JMR

Josh, a climber from my great state of Georgia, RSVP’ed as a “maybe” for HC’s July 2010 convention, and if he had been able to come, maybe you’d have met him.

Josh, in a standard southern climbing scene

The first time I met Josh, I was utterly charmed.  Most straight guys wouldn’t step anywhere near an aerial fabric, either because it looks frightening, or because it’s not the butchest activity to try for the first time (or ever) in front of others.  One time at the climbing gym, unmoved by either concern, he insisted that I show him a few moves, and he picked it up immediately.  Me and a gay friend sighed, that fuck-shit-motherfucker sigh resenting that someone so amazing doesn’t bat for our team.  Us crushing on him didn’t bother him either.  This made the resentment yet worse.  So cool!

Six months ago, he fell in Tallulah Gorge.

When someone dies, your response isn’t about the person who died, it’s about you.  Which is why when you hear about a death, the most immediate reaction is to find out exactly how it happened, and then once you find that out, you can distance yourself from it.  “I don’t do that, therefore, I am safe.”

But I don’t feel safe.  I imagine, like the rest of us players in the “extreme” sports, he participated because these activities order the emotional tumult we find inherent.  People who smile are aware more than anyone of the costs of living authentically–social rejection and the fear of not doing what everyone else is doing are a certain penalty, and so the risk of physical danger is just another bullet in the ledger.    I feel like the context of his death, expanded to the appropriate level of generality, implicates me, and us.

I feel bitter, and sad, detached, and angry, and vaguely guilty, despite being a hundred miles away.

When I was a freshman in college, the world opened up.  So much changed since then.  I learned to climb, I became an atheist, had sex, fell in love, traveled to new places, took big ice cream scoops out of my brain and replaced them with (usually) better things.  He was nineteen, about to carve his own path, but we lost him and what he would have become.

We don’t know how to talk about it, so we revert to the conversations we would have had before.  “How are you?”  “Good. How are you?” “Good.”  Everyone has bags under their eyes.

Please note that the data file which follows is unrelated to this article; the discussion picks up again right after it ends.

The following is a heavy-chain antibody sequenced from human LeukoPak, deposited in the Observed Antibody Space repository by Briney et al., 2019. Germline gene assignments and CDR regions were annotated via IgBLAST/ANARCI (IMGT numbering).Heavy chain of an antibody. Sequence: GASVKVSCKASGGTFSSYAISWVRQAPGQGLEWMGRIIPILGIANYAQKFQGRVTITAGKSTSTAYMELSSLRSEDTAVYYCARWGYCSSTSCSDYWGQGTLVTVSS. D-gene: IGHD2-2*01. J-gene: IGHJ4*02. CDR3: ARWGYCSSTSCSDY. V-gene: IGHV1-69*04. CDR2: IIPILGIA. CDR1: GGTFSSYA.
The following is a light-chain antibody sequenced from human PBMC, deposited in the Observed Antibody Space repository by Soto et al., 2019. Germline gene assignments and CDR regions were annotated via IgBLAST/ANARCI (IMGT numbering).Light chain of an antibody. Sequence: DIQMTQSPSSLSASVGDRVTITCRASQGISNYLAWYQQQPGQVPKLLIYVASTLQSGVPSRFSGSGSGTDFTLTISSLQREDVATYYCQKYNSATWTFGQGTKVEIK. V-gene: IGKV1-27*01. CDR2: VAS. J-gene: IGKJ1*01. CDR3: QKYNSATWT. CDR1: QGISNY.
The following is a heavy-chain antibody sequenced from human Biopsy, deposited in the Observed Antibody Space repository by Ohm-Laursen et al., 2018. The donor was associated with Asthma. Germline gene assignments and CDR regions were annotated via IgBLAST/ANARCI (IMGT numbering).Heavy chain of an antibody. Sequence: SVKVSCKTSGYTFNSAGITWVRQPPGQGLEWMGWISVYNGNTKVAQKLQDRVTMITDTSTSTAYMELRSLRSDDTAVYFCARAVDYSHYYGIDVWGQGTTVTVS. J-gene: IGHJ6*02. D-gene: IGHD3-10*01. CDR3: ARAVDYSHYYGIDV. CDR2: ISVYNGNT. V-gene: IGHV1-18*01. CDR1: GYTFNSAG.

The margin of safety in our sport ebbs and flows, as it does with even the most mundane activities–not everyone rides around in a brand new Volvo with side curtain airbags.  Maybe it’s too expensive and what we have is the safest we can get, or maybe we just don’t want a goddamn ugly Volvo.  Sometimes we drift off a trad route to a runout, and decide that it’s safer to keep going rather than down-climb.  Or we see a route, weigh the risks, and climb it anyway.  This is the same choice you make when you step out of the house, have sex, cross an intersection.

Trad climbers will say (well, not if they’re honest) that they always put in more pieces, sport climbers will say they don’t climb trad, non-climbers will say they don’t climb, etc.

Even the most edge pushing trad climbers fall faster to heart disease and car crashes.  And yet climbing accidents suffer an almost religious examination, despite being indistinguishable from the pleasures of an antique car or a hamburger.

I think it risks being reductive to say that Josh died doing something he loved–I’d rather say that he died being himself.  His attitude was to be open to the world.  I’m sure this hurt him before.

It would be too easy to say you would have put in more pieces.  I’m sure there are moments in your life, whether in climbing or elsewhere, where the background thought was (or the equivalent of) “don’t fall.”  If X, then catastrophe, and the chance of X can’t be eliminated.  My brother almost died in a bike accident–I still ride my bike, and he now rides a motorcycle.

If there is one thing to be said of climbing and the nature of the risk that makes it unique to us, I would say that it’s the cognizance of the risk.  The legal term of art is “assumption of risk.”  Climbers are, I’ve found, universally very well aware of the risks they are taking, and accepting of those risks as part of the deal.

I wish he had put in more pieces, taken a different route, gotten up thirty seconds earlier that morning, but it’s too late to ask for that now.  The most we can say at this point is that, if he’s anything like the rest of us, his sport was representative of a much larger image of living the life that he wanted.  A more risk averse person wouldn’t have embraced other people so easily or had a smile that tore through walls.  Fate’s roll of the dice confined us to enjoy Josh’s presence for a terribly brief slice of time.

I ask myself if I knew him well enough to justify feeling this shocked.  I know there are not many people who make others feel welcome in the climbing community, but he was one of them.  When people die, there are always emotions that you want to instantiate in words, but you don’t, for fear of some social rejection. It’s the same reason most people don’t smile. I feel pretty weird writing and posting this, for example. I can’t eulogize him as well as the people who were close to him.  But that boundary would have meant nothing to him–I know if I had died before him, he would have said something about me.  Maybe he was afraid, and he just overcame it on an incredibly regular basis.  I hope the memory and example of his life will at least partly replace what we lost.

A smile etches itself into memory in a world of fear.  His death has and will continue to burn for an enormous number of people.

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